I wouldn’t say that 2011 was a particularly great year for art-related books. The most-publicized book of the year comes off as more than a bit contrived and other biographies of artists were few. If there was a crossover art-book-hit, I can’t think of it.
Fortunately, there was still a strong crop of scholarship related to museum exhibitions, several stellar examples of which are here on MAN’s 2011 books list. Still, truth told, if it wasn’t for the Getty-funded Pacific Standard Time series of exhibitions, 2011 would have gone down as one of the thinnest years in recent memory for smart, readable art books. Some of the highlights:
The book of the year: We knew Carleton Watkins took lovely pictures. But the full range of Carleton Watkins’ ambition and achievement only became clear this year when the J. Paul Getty Museum published the 608-page, nearly nine-pound, Weston Naef and Christine Hult-Lewis-edited “Carleton Watkins: The Complete Mammoth Plate Photographs.” I’ll have a review on MAN soon, but for now: This is the book that firmly establishes Watkins as the first great all-American artist. Nearly every page contains a wow.
Pacific Standard Time, the uber-book: “Pacific Standard Time: Los Angeles Art 1945-1980″ tells the story of art in the Southland from World War II until Reagan. That sounds dry, but this five-author/editor tome is anything but. It’s full of detail and connect-the-dots tidbits (and images!), so much so that even the most geographically erudite art lover will realize how little of the full story of post-war American art they really knew.
Another Caravaggio biography: By the time I’m lining up for early-bird dinners at the Ristorante di Retiro, there may be more Caravaggio biographies than there are extant Caravaggio paintings. In the last decade or two Helen Langdon, Peter Robb, Francine Prose, Desmond Seward and others have all taken swings at weaving Caravaggio’s life out of thin strands. The latest is by Andrew Graham-Dixon, and it’s a corker. Now, if only someone would get started on artists who haven’t been well-biographized but should be, a list including Klimt, Ernst, Bonnard, Manet, Miro, Braque, Degas, Monet, Beckmann, Judd, Watkins and plenty of others? (Alternate phrasing: Who wants to give me a grant…)
Phenomenal: As I’ll discuss in a review on MAN soon, “Phenomenal: California Light, Space, Surface,” the Museum of Contemporary Art San Diego’s indispensable light-and-space survey show, is a visual thrill that may leave visitors wanting to to understand more of the back story. This book picks up where the galleries leave off, providing an exhibition + scholarship tag-team that both fills in the blanks and points toward future scholarship. Oh: It’s also pretty.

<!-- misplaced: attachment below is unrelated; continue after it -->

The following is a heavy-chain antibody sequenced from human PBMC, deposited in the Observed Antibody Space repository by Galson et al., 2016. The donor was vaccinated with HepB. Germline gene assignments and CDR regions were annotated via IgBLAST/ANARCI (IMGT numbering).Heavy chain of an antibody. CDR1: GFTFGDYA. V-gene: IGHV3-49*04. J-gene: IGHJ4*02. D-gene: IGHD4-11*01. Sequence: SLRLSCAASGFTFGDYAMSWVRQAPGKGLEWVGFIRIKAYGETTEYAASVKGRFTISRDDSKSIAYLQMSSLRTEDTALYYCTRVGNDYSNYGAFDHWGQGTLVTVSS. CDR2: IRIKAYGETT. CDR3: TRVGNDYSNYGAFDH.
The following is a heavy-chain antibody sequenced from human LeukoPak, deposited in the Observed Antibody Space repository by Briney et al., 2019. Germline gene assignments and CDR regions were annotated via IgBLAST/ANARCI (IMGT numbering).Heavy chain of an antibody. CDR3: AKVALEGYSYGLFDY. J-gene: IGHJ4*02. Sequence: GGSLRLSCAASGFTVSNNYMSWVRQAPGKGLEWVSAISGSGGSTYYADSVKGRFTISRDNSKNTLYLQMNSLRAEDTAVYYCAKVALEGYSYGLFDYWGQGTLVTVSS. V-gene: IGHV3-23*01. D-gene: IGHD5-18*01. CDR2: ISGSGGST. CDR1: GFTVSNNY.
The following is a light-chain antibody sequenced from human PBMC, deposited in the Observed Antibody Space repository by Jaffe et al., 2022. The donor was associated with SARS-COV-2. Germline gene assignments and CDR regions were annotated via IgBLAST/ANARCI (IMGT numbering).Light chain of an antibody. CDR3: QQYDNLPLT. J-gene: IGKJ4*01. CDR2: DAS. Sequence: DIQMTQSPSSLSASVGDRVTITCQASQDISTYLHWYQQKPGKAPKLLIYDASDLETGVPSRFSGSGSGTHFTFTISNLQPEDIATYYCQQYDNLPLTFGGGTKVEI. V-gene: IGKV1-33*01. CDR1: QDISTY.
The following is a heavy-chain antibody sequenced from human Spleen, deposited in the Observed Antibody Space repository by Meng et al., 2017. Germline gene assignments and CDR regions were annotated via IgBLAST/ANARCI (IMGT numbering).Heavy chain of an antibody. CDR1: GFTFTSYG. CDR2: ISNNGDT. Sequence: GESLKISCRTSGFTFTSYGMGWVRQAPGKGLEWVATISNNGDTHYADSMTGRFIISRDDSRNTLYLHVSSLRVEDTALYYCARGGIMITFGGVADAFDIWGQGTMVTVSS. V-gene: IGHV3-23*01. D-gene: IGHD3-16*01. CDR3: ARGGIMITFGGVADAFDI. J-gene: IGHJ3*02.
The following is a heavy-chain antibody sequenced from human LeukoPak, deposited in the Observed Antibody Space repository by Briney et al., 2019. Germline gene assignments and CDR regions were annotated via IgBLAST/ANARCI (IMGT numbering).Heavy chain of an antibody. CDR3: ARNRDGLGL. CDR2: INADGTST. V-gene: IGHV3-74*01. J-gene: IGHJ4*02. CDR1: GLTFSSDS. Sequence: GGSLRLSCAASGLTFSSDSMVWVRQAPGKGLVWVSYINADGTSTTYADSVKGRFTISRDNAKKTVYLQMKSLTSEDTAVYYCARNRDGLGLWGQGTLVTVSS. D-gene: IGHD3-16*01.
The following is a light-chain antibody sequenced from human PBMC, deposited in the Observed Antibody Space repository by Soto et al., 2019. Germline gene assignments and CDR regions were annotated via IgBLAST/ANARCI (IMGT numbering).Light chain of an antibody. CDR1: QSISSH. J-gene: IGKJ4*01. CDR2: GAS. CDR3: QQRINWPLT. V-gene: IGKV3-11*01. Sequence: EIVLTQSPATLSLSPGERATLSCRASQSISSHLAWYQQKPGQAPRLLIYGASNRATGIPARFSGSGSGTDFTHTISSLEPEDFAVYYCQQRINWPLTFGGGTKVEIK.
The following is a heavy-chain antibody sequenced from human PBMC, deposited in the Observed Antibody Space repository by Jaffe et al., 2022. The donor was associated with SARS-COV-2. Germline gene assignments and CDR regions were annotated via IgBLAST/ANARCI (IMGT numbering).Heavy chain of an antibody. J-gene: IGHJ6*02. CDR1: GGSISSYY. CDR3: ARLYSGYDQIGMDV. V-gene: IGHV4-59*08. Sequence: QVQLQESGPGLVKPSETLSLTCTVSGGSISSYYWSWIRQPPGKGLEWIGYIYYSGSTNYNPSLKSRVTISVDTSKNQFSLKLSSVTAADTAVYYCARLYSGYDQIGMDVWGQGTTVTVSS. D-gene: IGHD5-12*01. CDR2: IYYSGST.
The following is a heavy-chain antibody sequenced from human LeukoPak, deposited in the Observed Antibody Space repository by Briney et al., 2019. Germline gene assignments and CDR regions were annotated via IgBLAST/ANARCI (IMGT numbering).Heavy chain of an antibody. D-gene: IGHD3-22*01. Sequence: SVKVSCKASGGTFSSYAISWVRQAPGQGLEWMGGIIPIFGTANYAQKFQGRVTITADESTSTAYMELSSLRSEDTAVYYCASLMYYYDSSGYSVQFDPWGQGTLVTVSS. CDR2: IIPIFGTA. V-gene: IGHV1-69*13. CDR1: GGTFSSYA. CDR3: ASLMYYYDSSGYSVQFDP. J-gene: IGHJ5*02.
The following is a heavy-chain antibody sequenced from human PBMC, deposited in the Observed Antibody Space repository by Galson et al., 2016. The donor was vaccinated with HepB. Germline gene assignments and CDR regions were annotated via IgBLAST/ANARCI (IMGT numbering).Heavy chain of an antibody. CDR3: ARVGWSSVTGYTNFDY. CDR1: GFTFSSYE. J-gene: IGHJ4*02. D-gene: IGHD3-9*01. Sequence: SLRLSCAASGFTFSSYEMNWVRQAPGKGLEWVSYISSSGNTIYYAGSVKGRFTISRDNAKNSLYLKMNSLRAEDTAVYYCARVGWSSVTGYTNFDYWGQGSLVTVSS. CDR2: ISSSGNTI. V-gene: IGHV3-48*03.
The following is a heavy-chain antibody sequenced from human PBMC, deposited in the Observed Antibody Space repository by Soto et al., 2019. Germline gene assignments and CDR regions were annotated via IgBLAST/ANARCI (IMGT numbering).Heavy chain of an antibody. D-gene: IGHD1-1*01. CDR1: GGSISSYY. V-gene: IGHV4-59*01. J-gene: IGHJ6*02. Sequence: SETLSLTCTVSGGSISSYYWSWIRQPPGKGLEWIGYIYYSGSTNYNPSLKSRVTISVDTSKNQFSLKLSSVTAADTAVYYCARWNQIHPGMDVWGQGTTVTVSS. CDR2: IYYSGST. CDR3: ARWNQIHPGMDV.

John Marin times two: On this week’s Modern Art Notes Podcast, I asked leading American modernism historian Debra Bricker Balken why 2011 was such a big year for Marin. In addition to Balken’s show, organized by the Portland (Maine) Museum of Art and the Addison Gallery and currently on view at the Amon Carter Museum of American Art, the Art Institute of Chicago launched a significant exhibition of its Marins and published “John Marin’s Watercolors: A Medium for Modernism.” The book, a presentation of the AIC’s incredible trove of Marins, isn’t just beautiful, it’s both a page-turner and the best Marin publication in at least a decade.
Completing the de Kooning troika: The publication of the catalogue for John Elderfield’s de Kooning retrospective completes a trifecta of de Kooning books that any lover of modern and contemporary art should own. The other two excellent recent de Kooning books are Mark Stevens and Annalyn Swan’s biography and Susan F. Lake’s unusually gripping conservation study of several dozen key de Koonings.
Thinking about art like… journalists?: In her important new book “Since ’45,” Katy Siegel suggests that art history has become a bubble-bound discipline and argues that we should be considering art less in the timeline-driven context of other art, and more in the context of larger political and social movements. She’s right — and her book may make you feel like you’ve been looking at trees while missing the forest.
Diebenkorn’s Ocean Park series: Richard Diebenkorn is the subject of strong exhibition catalogues compiled by Gerald Nordland and Jane Livingston, so Sarah C. Bancroft & Co. had some work to do to measure up — and did they ever. A beautiful, important contribution that goes beyond the exhibition to include key related material, such as these landmark works on paper.
Art and advocacy: “The Air We Breathe: Artists and Poets Reflect on Marriage Equality” is the ballsiest museum publication of 2011. Kudos to SFMOMA curator Apsara DiQuinzio, the David Tieger Foundation and to SFMOMA for putting art and artists in a context that demonstrates their engagement with our society’s major debates. The hardcover book itself is beautifully made and presented and the included essays will further your understanding of the marriage equality conversation. At just $13, you’ll want to give this one as a Christmas present — but be sure to get one for yourself.
The best book we haven’t seen (yet?): Curator Anne Umland’s “Picasso: Guitars, 1912-14″ at the Museum of Modern Art was one of 2011’s smartest, richest exhibitions. Alas, MoMA has yet to produce a related scholarly publication, though it has nebulously promised some kind of as-yet-undefined digital e-publication. I’m hoping for a project update soon.